For the post-pandemic era, Airbnb has a number of strategic options for rebuilding and growing its business, including: focusing on younger, educated Chinese tourists (the post-80s and post-90s generations); growing supply in the Chinese countryside and integrating their accommodation offerings with rural tourism products; further developing its host community to secure its loyalty into the future; introducing value-added services to match – or even surpass – those of its local Chinese competitors; and considering mergers and acquisitions with local peer-to-peer accommodation providers to facilitate its localisation efforts and its expansion into second and third-tier cities and rural areas.
This chapter is based on Xiang, Y. and Dolnicar, S. (2018) Chapter 13 – Networks in China, in S.Dolnicar (Ed.), Peer-to-Peer Accommodation Networks: Pushing the boundaries, Oxford: Goodfellow Publishers, 148–159.
Fieldwork was conducted by the Chinese authors of this book chapter who are from Shandong University, China. Fieldwork was approved via the human ethics approval process at Shandong University.
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Demographic characteristics of interviewees
|Location||Gender||Age||Education||Occupation before COVID-19||Occupation after COVID–19||Annual income before COVID–19 RMB||Annual income after COVID–19 RMB||Years as an Airbnb host|
|1||Guangdong||M||B19-35||C Senior High||B Part-time job plus Airbnb host||B Part-time job plus Airbnb host||G 150,000+||G 150,000+||5|
|2||Zhejiang||M||B19-35||C Senior High||C Full-time job plus Airbnb host||C Full-time job plus Airbnb host||G 150,000+||G 150,000+||2|
|3||Hainan||M||B19-35||D Bachelor||D Full-time Airbnb host||C Full-time job plus Airbnb host||D 60,001 -100,000||D 60,001 -100,000||4|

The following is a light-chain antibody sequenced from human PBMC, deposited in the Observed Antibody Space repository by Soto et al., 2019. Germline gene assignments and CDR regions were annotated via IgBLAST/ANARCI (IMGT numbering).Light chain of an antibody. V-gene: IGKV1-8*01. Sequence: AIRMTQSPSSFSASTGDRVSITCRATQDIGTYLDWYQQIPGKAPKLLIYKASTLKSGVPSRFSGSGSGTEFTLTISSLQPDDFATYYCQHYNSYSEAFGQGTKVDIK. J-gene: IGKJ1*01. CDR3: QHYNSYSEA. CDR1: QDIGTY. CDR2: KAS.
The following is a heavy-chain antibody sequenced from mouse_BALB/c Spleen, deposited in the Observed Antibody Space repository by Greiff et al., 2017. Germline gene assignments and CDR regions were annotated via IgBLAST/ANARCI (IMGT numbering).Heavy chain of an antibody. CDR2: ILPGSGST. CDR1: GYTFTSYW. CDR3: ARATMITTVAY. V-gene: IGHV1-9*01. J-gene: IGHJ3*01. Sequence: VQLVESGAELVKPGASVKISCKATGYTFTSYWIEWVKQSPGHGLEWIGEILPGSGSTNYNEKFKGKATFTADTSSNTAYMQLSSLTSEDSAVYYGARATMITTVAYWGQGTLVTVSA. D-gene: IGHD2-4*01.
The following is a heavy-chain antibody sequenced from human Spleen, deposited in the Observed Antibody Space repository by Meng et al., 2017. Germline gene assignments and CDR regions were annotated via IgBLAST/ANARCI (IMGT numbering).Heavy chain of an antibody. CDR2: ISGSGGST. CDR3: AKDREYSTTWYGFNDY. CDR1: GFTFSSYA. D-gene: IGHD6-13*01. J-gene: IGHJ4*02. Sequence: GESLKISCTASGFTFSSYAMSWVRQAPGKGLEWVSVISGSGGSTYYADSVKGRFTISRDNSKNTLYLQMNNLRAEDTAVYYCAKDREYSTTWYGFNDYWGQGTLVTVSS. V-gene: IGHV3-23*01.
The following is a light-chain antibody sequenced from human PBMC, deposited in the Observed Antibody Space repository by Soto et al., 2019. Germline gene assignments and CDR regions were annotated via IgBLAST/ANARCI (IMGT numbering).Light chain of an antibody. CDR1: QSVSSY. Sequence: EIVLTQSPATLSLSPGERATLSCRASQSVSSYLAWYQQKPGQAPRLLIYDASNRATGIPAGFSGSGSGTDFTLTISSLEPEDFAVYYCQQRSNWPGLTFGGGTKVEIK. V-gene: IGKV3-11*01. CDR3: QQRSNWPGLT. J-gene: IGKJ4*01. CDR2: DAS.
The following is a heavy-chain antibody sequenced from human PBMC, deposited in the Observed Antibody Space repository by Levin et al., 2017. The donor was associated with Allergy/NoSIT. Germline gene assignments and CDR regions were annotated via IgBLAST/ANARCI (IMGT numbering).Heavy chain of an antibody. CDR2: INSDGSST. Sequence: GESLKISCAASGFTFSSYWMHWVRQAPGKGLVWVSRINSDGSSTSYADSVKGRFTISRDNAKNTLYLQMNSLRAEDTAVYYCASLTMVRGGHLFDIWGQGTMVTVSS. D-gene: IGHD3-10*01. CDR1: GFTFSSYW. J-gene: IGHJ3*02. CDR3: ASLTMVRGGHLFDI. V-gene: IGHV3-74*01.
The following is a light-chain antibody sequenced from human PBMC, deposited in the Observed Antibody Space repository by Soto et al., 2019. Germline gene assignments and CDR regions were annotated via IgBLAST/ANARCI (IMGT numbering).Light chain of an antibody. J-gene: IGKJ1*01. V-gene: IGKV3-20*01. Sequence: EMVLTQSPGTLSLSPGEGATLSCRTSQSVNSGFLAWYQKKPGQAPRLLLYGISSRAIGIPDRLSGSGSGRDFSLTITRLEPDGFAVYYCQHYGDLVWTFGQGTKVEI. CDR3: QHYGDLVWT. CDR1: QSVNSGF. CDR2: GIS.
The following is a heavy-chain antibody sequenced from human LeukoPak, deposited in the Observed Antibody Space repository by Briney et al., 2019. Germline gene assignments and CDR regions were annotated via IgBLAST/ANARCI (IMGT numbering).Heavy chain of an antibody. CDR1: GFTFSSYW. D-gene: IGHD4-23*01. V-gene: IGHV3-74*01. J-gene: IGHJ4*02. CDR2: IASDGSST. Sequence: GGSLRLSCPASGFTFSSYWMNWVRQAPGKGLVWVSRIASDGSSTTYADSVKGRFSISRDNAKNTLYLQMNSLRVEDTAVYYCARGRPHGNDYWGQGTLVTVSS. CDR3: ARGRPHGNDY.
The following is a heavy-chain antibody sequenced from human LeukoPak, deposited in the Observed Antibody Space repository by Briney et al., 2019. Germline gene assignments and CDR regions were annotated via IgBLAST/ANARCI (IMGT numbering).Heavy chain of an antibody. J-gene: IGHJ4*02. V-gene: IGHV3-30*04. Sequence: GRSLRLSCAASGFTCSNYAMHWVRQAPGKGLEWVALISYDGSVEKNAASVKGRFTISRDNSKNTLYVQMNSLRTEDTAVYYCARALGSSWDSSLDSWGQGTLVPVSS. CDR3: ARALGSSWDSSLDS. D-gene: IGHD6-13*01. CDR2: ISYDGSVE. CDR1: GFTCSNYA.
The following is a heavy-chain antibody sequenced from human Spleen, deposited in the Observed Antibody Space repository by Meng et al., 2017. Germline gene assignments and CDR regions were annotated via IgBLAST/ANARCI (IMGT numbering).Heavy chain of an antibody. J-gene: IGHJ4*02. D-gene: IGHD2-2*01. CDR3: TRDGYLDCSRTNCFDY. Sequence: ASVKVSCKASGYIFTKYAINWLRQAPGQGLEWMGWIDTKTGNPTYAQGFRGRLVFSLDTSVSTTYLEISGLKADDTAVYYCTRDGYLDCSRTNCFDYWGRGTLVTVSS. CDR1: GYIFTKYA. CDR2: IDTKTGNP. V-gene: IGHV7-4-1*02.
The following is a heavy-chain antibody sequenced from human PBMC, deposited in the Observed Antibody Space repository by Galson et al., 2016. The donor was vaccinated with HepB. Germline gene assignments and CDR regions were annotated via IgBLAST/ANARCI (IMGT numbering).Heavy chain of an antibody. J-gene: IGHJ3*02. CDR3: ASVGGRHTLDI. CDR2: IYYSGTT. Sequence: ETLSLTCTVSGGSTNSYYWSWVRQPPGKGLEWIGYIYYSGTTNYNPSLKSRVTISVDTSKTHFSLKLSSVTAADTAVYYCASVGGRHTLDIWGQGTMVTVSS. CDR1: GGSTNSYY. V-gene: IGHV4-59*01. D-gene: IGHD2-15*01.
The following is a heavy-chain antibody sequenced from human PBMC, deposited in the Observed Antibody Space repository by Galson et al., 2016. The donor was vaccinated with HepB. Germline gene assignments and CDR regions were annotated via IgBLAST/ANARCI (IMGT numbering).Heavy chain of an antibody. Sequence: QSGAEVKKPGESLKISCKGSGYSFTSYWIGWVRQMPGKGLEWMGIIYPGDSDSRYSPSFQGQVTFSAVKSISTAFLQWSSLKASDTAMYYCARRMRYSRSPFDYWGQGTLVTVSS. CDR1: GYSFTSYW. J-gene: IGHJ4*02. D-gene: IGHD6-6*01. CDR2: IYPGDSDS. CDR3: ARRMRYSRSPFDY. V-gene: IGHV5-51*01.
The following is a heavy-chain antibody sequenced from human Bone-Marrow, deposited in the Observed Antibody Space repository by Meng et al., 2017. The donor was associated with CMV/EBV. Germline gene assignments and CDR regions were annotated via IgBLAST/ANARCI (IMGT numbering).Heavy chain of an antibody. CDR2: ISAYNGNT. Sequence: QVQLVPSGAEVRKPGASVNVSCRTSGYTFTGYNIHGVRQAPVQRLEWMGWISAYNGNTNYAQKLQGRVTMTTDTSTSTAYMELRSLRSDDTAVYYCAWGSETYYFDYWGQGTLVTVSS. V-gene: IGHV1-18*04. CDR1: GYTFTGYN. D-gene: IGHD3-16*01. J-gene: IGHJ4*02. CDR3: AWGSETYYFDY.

|4||Guangdong||F||B19-35||D Bachelor||C Full-time job plus Airbnb host||C Full-time job plus Airbnb host||E 100,001 -150,000||D 60,001 -100,000||5|
|5||Hebei||M||B19-35||D Bachelor||D Full-time Airbnb host||D Full-time Airbnb host||G 150,000+||E 100,001 -150,000||3|
|6||Yunnan||M||B19-35||D Bachelor||B Part-time job plus Airbnb host||B Part-time job plus Airbnb host||C 40,001 -60,000||C 40,001 -60,000||2|
|7||Jiangsu||M||B19-35||D Bachelor||C Full-time job plus Airbnb host||C Full-time job plus Airbnb host||E 100,001 -150,000||E 100,001 -150,000||4|
|8||Guangdong||M||B19-35||D Bachelor||C Full-time job plus Airbnb host||C Full-time job plus Airbnb host||E 100,001 -150,000||D 60001 -100,000||0.75|
|9||Fujian||F||C 36-55||B Junior High||C Full-time job plus Airbnb host||C Full-time job plus Airbnb host||C 40,001
|B 20,001 -40,000||2|
|10||Shandong||F||B19-35||D Bachelor||B Part-time job plus Airbnb host||B Part-time job plus Airbnb host||D 60,001 -100,000||C 40,001 -60,000||2|
|11||Shandong||M||B19-35||D Bachelor||C Full-time job plus Airbnb host||C Full-time job plus Airbnb host||E 100,001 -150,000||D 60001 -100,000||2|
Airbnb China’s Ten Commitments to support its host community
|Airbnb China’s Ten Commitments to support its host community|
|1. Refund Hubei hosts’ service fees:||Promises to refund the host service fee for all Hubei listings. This policy applies to bookings made before 5 February 2020 for the check-in period 5 February 2020 – 1 May 2020.|